Python 3, an illustrated tour Transcripts
Chapter: Numbers
Lecture: Walk-through: Number

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0:00 In this video we're going to look at num test,
0:02 open it up in your editor and validate that you can run it.
0:06 If you don't run it from your editor,
0:08 run it from the command line, it should work as well.
0:10 We see that there is one failure., it's a name error on line 8,
0:13 so I think we're good to go on my machine.
0:16 Let's look at this first test here,
0:18 there are 102 floors in the Empire State Building,
0:20 if you have walked up a seventh of them,
0:24 how many whole floors have you walked up, store the result in floors.
40:00 So the idea here is to say we want to make the distinction
0:35 between true division and floor division,
0:39 because we're walking up floors that should be a hint
0:42 that we should use floor division here
0:44 which gives us this division or whole numbers,
0:48 So, 102 and we've walked up a seventh of those.
0:54 So in Python 3 we use the double slash to get the floor division.
0:59 Let's run it and see if it works,
1:04 and I have a typo, I did 107 instead 102, I'm trying again.
1:09 Okay, so that one looked like it worked.
1:12 So that's the whole number of floors that we walked up.
1:16 What percentage of floors have you climbed,
1:18 store the result as a string with one decimal of precision in the variable per
1:23 so what percentage have we climbed?
1:27 I'm going to put it in an fstring here feature Python 3
1:30 so need to put curly braces around here.
1:33 So we have climbed 7 out of 102.
1:36 So 7 divided by 102 will give us the number of floors.
1:41 Let's run this and see what it says.
1:45 Okay. So this is what I got here
1:53 per do the reverse of it does it equal to that, no, it says it's not.
2:01 So what's happening here?
2:04 I am getting a number that's not formatted correctly.
2:07 So it wants me to format it as a percent.
2:11 So in order to do that, I need to put a colon here
2:13 and this says I want one decimal, so I put .1
2:16 and then I put percent there to format it as a percent.
2:19 Okay, in that case, it looks like it worked.
2:23 It should be 6.9% doing a little trickery here.
2:26 so you don't just cheat and type in 6.9%
2:29 Okay, I have (2^64)-1 satoshis, can I divide them wholly by 3.
2:35 How many would each person get store the result in coins?
2:38 So again, this is floor division, if we want to do whole division.
2:43 So coins = satoshis//3
2:49 and if we multiply that by 3, if it's integer or a floor division,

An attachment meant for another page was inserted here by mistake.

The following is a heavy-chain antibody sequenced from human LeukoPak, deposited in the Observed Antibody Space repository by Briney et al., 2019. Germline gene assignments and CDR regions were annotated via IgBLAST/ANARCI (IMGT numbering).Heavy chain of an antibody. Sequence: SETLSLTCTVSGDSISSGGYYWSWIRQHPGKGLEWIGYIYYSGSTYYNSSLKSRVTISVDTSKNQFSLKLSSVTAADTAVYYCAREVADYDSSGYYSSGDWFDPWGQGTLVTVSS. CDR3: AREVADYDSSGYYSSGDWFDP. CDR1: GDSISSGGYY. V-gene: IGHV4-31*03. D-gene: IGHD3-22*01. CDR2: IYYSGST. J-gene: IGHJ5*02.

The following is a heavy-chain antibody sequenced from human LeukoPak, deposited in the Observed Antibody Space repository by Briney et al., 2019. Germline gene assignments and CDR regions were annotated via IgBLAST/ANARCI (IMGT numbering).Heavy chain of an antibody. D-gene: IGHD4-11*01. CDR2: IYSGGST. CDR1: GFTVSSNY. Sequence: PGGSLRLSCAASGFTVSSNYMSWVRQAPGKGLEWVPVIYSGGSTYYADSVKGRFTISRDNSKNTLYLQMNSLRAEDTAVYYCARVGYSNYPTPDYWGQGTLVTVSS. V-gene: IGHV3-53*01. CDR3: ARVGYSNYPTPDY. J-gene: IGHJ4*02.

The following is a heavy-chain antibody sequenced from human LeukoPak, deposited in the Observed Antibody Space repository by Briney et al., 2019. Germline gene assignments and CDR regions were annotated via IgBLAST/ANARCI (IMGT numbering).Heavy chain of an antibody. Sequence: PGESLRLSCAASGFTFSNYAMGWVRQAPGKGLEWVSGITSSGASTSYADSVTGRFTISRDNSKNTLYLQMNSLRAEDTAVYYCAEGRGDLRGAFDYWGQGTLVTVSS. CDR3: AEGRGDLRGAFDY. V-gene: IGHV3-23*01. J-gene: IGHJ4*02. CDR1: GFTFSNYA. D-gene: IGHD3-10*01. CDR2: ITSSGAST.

2:54 it should get us back to where we started from.
2:57 So let's see here satoshis divided by 3.
3:01 It looks like that is indeed the case you can divide them by 3.
3:08 The US population is around 326 million, some number after that
3:18 how many whole coins would eat US citizen get, store the result in US coins.
3:24 So US coins is equal to and there's a hint,
3:28 use underscore to make the population easier to read
3:31 so I'm going to say 326_979_681
3:39 so there's our total population and we are going to divide our coins.
3:47 So whole coins would each person get, we need to divide satoshis.
3:57 Satoshis divided by that,
4:00 that should give us the whole coins and let's run that.
4:05 Okay, that looked like it worked.
4:10 So again, when we do the double slash that's what we call floor division,
4:14 that gives us a whole integer number.
4:17 Okay, I have .5 pumpkin pies and 1.5 apple pies.
4:21 I want to use Python to round the number of each pie
4:24 store the result in pumpkin and apple,
4:27 so pumpkin = round (.5) and apple = round (1.5)
4:41 So you might think well, I do, I was taught when you round
4:44 if it's .5 you go up to the next number,
4:47 but apparently that's not always the case generally.
4:52 Python 3 actually doesn't do that.
4:54 It does what's called banker’s rounding,
4:56 where it rounds to the nearest even number here.
5:00 So this one should round to 2 and this one should round to 0
5:06 and that's why the sum of those is 2.
5:09 Okay, hopefully that gave you a little feel for floor division in Python 3.
5:16 And again, this is the behavior just a single slash in Python 2
5:20 and the ability to put underscores in number literals
5:25 just to help you read them better.
5:27 These are good as commas, placeholders are also good in her and binary literals as well.
5:35 And also, we learned a little bit about round,
5:38 how round does what's called banker’s rounding
5:40 one of the benefits of that is that it eliminates the bias towards rounding high,
5:44 they should even out if you have randomly distributed numbers,
5:48 hence that's why bakers like to use banker’s rounding.